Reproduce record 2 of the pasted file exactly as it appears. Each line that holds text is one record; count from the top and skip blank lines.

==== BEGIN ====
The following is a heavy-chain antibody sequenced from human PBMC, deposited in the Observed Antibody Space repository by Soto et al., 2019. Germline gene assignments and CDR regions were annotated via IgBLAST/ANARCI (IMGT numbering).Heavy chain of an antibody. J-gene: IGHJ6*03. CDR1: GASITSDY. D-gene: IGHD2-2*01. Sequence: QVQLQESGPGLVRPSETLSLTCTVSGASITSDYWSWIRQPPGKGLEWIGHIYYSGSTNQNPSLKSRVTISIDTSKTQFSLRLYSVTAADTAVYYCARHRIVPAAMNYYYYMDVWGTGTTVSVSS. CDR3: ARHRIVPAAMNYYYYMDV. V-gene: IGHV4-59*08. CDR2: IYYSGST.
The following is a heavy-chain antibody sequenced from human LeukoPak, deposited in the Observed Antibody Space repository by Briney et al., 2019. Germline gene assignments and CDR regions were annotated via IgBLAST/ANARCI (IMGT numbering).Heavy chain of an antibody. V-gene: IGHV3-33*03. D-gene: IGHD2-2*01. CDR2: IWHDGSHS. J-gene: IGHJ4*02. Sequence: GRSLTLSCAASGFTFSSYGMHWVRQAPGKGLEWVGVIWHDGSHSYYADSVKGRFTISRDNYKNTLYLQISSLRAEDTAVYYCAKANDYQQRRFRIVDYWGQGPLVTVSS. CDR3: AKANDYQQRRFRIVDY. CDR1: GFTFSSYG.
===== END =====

The following is a heavy-chain antibody sequenced from human LeukoPak, deposited in the Observed Antibody Space repository by Briney et al., 2019. Germline gene assignments and CDR regions were annotated via IgBLAST/ANARCI (IMGT numbering).Heavy chain of an antibody. V-gene: IGHV3-33*03. D-gene: IGHD2-2*01. CDR2: IWHDGSHS. J-gene: IGHJ4*02. Sequence: GRSLTLSCAASGFTFSSYGMHWVRQAPGKGLEWVGVIWHDGSHSYYADSVKGRFTISRDNYKNTLYLQISSLRAEDTAVYYCAKANDYQQRRFRIVDYWGQGPLVTVSS. CDR3: AKANDYQQRRFRIVDY. CDR1: GFTFSSYG.